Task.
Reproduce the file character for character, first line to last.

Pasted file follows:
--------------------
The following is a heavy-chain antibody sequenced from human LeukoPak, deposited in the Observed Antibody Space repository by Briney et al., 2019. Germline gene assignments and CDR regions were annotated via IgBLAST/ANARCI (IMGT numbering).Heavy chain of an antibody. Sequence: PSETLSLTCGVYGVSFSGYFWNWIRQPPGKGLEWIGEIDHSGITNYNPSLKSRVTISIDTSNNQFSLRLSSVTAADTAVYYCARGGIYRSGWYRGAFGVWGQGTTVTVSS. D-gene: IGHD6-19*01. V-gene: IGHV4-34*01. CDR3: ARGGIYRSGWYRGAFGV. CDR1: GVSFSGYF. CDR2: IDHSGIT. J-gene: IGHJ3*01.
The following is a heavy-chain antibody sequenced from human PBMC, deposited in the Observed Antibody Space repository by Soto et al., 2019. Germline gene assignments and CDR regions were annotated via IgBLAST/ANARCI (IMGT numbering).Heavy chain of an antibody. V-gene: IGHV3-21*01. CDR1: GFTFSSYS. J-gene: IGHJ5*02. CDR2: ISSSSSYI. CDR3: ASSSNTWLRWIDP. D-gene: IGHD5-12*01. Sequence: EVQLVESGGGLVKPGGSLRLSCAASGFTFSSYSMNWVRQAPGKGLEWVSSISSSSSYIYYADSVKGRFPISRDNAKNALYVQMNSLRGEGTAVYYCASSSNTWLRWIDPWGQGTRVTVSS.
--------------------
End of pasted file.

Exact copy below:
The following is a heavy-chain antibody sequenced from human LeukoPak, deposited in the Observed Antibody Space repository by Briney et al., 2019. Germline gene assignments and CDR regions were annotated via IgBLAST/ANARCI (IMGT numbering).Heavy chain of an antibody. Sequence: PSETLSLTCGVYGVSFSGYFWNWIRQPPGKGLEWIGEIDHSGITNYNPSLKSRVTISIDTSNNQFSLRLSSVTAADTAVYYCARGGIYRSGWYRGAFGVWGQGTTVTVSS. D-gene: IGHD6-19*01. V-gene: IGHV4-34*01. CDR3: ARGGIYRSGWYRGAFGV. CDR1: GVSFSGYF. CDR2: IDHSGIT. J-gene: IGHJ3*01.
The following is a heavy-chain antibody sequenced from human PBMC, deposited in the Observed Antibody Space repository by Soto et al., 2019. Germline gene assignments and CDR regions were annotated via IgBLAST/ANARCI (IMGT numbering).Heavy chain of an antibody. V-gene: IGHV3-21*01. CDR1: GFTFSSYS. J-gene: IGHJ5*02. CDR2: ISSSSSYI. CDR3: ASSSNTWLRWIDP. D-gene: IGHD5-12*01. Sequence: EVQLVESGGGLVKPGGSLRLSCAASGFTFSSYSMNWVRQAPGKGLEWVSSISSSSSYIYYADSVKGRFPISRDNAKNALYVQMNSLRGEGTAVYYCASSSNTWLRWIDPWGQGTRVTVSS.